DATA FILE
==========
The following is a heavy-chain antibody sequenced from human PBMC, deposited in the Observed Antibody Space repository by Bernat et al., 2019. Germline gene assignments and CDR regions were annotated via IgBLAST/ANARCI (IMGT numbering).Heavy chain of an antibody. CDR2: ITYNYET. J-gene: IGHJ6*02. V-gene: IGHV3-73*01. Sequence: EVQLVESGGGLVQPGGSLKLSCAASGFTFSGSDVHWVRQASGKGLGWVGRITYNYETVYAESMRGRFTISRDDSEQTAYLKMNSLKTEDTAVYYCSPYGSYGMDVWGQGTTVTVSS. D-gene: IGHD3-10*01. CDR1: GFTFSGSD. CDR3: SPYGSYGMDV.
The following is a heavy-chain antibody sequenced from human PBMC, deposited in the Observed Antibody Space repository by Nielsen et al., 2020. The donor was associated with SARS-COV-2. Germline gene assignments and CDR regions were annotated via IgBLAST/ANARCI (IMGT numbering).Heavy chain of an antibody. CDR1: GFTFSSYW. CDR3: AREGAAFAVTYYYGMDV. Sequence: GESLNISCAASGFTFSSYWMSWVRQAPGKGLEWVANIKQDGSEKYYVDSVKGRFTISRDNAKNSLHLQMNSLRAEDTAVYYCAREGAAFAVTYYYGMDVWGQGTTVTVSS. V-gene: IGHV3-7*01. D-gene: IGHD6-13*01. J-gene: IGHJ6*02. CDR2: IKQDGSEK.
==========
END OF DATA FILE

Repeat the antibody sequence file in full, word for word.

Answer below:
The following is a heavy-chain antibody sequenced from human PBMC, deposited in the Observed Antibody Space repository by Bernat et al., 2019. Germline gene assignments and CDR regions were annotated via IgBLAST/ANARCI (IMGT numbering).Heavy chain of an antibody. CDR2: ITYNYET. J-gene: IGHJ6*02. V-gene: IGHV3-73*01. Sequence: EVQLVESGGGLVQPGGSLKLSCAASGFTFSGSDVHWVRQASGKGLGWVGRITYNYETVYAESMRGRFTISRDDSEQTAYLKMNSLKTEDTAVYYCSPYGSYGMDVWGQGTTVTVSS. D-gene: IGHD3-10*01. CDR1: GFTFSGSD. CDR3: SPYGSYGMDV.
The following is a heavy-chain antibody sequenced from human PBMC, deposited in the Observed Antibody Space repository by Nielsen et al., 2020. The donor was associated with SARS-COV-2. Germline gene assignments and CDR regions were annotated via IgBLAST/ANARCI (IMGT numbering).Heavy chain of an antibody. CDR1: GFTFSSYW. CDR3: AREGAAFAVTYYYGMDV. Sequence: GESLNISCAASGFTFSSYWMSWVRQAPGKGLEWVANIKQDGSEKYYVDSVKGRFTISRDNAKNSLHLQMNSLRAEDTAVYYCAREGAAFAVTYYYGMDVWGQGTTVTVSS. V-gene: IGHV3-7*01. D-gene: IGHD6-13*01. J-gene: IGHJ6*02. CDR2: IKQDGSEK.